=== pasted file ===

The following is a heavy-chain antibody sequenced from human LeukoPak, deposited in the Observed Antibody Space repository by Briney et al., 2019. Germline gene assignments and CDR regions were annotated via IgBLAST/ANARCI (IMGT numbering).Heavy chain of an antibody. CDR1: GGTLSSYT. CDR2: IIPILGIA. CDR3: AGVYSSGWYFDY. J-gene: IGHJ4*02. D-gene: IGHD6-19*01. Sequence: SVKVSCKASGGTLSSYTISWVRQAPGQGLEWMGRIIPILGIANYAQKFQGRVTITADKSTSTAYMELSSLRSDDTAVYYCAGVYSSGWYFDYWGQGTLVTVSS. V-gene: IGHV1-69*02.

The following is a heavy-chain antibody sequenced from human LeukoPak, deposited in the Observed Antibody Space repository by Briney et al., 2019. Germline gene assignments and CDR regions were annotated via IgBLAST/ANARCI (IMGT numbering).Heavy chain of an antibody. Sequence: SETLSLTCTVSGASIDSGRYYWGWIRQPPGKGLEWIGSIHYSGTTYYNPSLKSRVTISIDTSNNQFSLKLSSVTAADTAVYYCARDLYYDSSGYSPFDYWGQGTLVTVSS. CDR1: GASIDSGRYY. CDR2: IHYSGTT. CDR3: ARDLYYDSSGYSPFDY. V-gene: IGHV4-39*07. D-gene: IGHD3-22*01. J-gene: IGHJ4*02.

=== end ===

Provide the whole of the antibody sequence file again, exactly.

The following is a heavy-chain antibody sequenced from human LeukoPak, deposited in the Observed Antibody Space repository by Briney et al., 2019. Germline gene assignments and CDR regions were annotated via IgBLAST/ANARCI (IMGT numbering).Heavy chain of an antibody. CDR1: GGTLSSYT. CDR2: IIPILGIA. CDR3: AGVYSSGWYFDY. J-gene: IGHJ4*02. D-gene: IGHD6-19*01. Sequence: SVKVSCKASGGTLSSYTISWVRQAPGQGLEWMGRIIPILGIANYAQKFQGRVTITADKSTSTAYMELSSLRSDDTAVYYCAGVYSSGWYFDYWGQGTLVTVSS. V-gene: IGHV1-69*02.

The following is a heavy-chain antibody sequenced from human LeukoPak, deposited in the Observed Antibody Space repository by Briney et al., 2019. Germline gene assignments and CDR regions were annotated via IgBLAST/ANARCI (IMGT numbering).Heavy chain of an antibody. Sequence: SETLSLTCTVSGASIDSGRYYWGWIRQPPGKGLEWIGSIHYSGTTYYNPSLKSRVTISIDTSNNQFSLKLSSVTAADTAVYYCARDLYYDSSGYSPFDYWGQGTLVTVSS. CDR1: GASIDSGRYY. CDR2: IHYSGTT. CDR3: ARDLYYDSSGYSPFDY. V-gene: IGHV4-39*07. D-gene: IGHD3-22*01. J-gene: IGHJ4*02.